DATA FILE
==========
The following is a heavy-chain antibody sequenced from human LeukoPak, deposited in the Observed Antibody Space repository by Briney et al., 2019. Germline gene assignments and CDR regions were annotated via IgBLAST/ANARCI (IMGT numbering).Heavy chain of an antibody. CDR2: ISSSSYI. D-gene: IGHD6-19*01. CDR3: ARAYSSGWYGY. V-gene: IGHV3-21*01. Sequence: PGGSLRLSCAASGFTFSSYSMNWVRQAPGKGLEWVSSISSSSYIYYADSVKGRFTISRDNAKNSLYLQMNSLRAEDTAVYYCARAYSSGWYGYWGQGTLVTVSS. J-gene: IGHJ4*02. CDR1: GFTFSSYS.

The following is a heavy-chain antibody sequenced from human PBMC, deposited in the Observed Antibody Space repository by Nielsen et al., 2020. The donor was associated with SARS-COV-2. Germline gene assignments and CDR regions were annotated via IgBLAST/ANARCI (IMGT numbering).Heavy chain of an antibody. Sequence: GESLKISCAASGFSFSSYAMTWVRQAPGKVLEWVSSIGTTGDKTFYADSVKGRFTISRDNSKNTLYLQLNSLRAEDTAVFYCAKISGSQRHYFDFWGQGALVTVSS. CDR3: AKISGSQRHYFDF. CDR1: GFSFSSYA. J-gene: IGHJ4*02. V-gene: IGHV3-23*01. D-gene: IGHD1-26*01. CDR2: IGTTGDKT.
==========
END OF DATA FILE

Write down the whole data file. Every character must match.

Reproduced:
The following is a heavy-chain antibody sequenced from human LeukoPak, deposited in the Observed Antibody Space repository by Briney et al., 2019. Germline gene assignments and CDR regions were annotated via IgBLAST/ANARCI (IMGT numbering).Heavy chain of an antibody. CDR2: ISSSSYI. D-gene: IGHD6-19*01. CDR3: ARAYSSGWYGY. V-gene: IGHV3-21*01. Sequence: PGGSLRLSCAASGFTFSSYSMNWVRQAPGKGLEWVSSISSSSYIYYADSVKGRFTISRDNAKNSLYLQMNSLRAEDTAVYYCARAYSSGWYGYWGQGTLVTVSS. J-gene: IGHJ4*02. CDR1: GFTFSSYS.

The following is a heavy-chain antibody sequenced from human PBMC, deposited in the Observed Antibody Space repository by Nielsen et al., 2020. The donor was associated with SARS-COV-2. Germline gene assignments and CDR regions were annotated via IgBLAST/ANARCI (IMGT numbering).Heavy chain of an antibody. Sequence: GESLKISCAASGFSFSSYAMTWVRQAPGKVLEWVSSIGTTGDKTFYADSVKGRFTISRDNSKNTLYLQLNSLRAEDTAVFYCAKISGSQRHYFDFWGQGALVTVSS. CDR3: AKISGSQRHYFDF. CDR1: GFSFSSYA. J-gene: IGHJ4*02. V-gene: IGHV3-23*01. D-gene: IGHD1-26*01. CDR2: IGTTGDKT.